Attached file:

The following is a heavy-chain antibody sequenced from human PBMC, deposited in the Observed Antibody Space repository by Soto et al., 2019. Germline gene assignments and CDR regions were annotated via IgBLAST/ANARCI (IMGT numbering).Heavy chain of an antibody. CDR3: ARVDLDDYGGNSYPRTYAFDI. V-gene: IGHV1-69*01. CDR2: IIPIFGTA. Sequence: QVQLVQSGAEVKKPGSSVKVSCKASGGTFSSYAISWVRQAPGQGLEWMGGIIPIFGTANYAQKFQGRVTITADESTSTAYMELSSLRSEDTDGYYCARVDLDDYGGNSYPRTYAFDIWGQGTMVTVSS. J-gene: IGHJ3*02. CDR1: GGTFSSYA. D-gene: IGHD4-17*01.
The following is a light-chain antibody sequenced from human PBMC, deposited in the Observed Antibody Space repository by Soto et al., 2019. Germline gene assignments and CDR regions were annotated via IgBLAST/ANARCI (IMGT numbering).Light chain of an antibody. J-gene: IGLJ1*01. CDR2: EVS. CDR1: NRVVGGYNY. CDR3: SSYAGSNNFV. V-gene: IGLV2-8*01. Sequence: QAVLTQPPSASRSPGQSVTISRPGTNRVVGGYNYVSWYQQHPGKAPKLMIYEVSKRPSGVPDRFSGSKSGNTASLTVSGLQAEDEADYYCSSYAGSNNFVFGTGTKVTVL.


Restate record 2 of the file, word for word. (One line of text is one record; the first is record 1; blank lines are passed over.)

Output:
The following is a light-chain antibody sequenced from human PBMC, deposited in the Observed Antibody Space repository by Soto et al., 2019. Germline gene assignments and CDR regions were annotated via IgBLAST/ANARCI (IMGT numbering).Light chain of an antibody. J-gene: IGLJ1*01. CDR2: EVS. CDR1: NRVVGGYNY. CDR3: SSYAGSNNFV. V-gene: IGLV2-8*01. Sequence: QAVLTQPPSASRSPGQSVTISRPGTNRVVGGYNYVSWYQQHPGKAPKLMIYEVSKRPSGVPDRFSGSKSGNTASLTVSGLQAEDEADYYCSSYAGSNNFVFGTGTKVTVL.